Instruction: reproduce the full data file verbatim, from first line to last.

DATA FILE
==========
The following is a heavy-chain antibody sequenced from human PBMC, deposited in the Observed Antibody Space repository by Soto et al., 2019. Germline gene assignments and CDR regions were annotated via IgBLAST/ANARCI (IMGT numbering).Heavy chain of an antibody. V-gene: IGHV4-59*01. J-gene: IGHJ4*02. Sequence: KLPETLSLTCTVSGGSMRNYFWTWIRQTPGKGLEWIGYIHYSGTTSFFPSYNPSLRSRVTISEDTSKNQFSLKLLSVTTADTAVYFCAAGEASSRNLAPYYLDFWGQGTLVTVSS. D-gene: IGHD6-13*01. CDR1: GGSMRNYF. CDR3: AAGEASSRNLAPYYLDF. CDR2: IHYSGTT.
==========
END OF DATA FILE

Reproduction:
The following is a heavy-chain antibody sequenced from human PBMC, deposited in the Observed Antibody Space repository by Soto et al., 2019. Germline gene assignments and CDR regions were annotated via IgBLAST/ANARCI (IMGT numbering).Heavy chain of an antibody. V-gene: IGHV4-59*01. J-gene: IGHJ4*02. Sequence: KLPETLSLTCTVSGGSMRNYFWTWIRQTPGKGLEWIGYIHYSGTTSFFPSYNPSLRSRVTISEDTSKNQFSLKLLSVTTADTAVYFCAAGEASSRNLAPYYLDFWGQGTLVTVSS. D-gene: IGHD6-13*01. CDR1: GGSMRNYF. CDR3: AAGEASSRNLAPYYLDF. CDR2: IHYSGTT.